Mariana E. Aboujaoude, Tyler D. Knoblauch, Christian Alexander Lohmeier, Zhuochen Shi
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As of 2015, the worldwide air transportation industry is expected to contain an estimated 10,000 aircraft ready for retirement. In order to offset the introduction of waste from aircraft disposal into landfills, as well as to cope with the depletion of natural resources, the recycling of airplanes is becoming more prevalent. Aircraft Recycling is a process of highly variable economic revenues. Often, the difference between having a loss and a profit is with the resale of aircraft parts, namely the engines. Recycling companies often have to charge the owner of an aircraft for the recycling process in order to make up for their labor costs, and at the same time, not all that could be recycled is actually recycled in practice. This study introduces the current processes associated with aircraft recycling and disposal. This study identifies current estimated costs and revenues behind the recycling and disposal of an aircraft and formulates a baseline. This study then introduces suggested improvements in specific waste streams (metals, parts, hazardous materials, insulation and aircraft lining, textiles, etc.) and the economics associated with these improvements. A cost-benefit analysis will determine economic feasibility of suggested improvements.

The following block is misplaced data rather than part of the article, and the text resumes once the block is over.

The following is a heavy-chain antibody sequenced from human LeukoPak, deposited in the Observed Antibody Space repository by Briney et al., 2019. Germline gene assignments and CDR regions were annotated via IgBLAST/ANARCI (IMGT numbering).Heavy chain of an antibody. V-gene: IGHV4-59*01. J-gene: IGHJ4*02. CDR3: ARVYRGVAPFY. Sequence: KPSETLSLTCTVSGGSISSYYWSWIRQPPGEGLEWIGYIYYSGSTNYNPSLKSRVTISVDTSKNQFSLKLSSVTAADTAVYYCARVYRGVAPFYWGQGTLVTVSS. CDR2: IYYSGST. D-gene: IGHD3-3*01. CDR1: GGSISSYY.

Primary Advisor's Department
Mechanical and Aerospace Engineering
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Arts and Humanities | Business | Education | Engineering | Life Sciences | Medicine and Health Sciences | Physical Sciences and Mathematics | Social and Behavioral Sciences
"Can Airplane Recycling Take off?" (2016). Stander Symposium Posters. 745.
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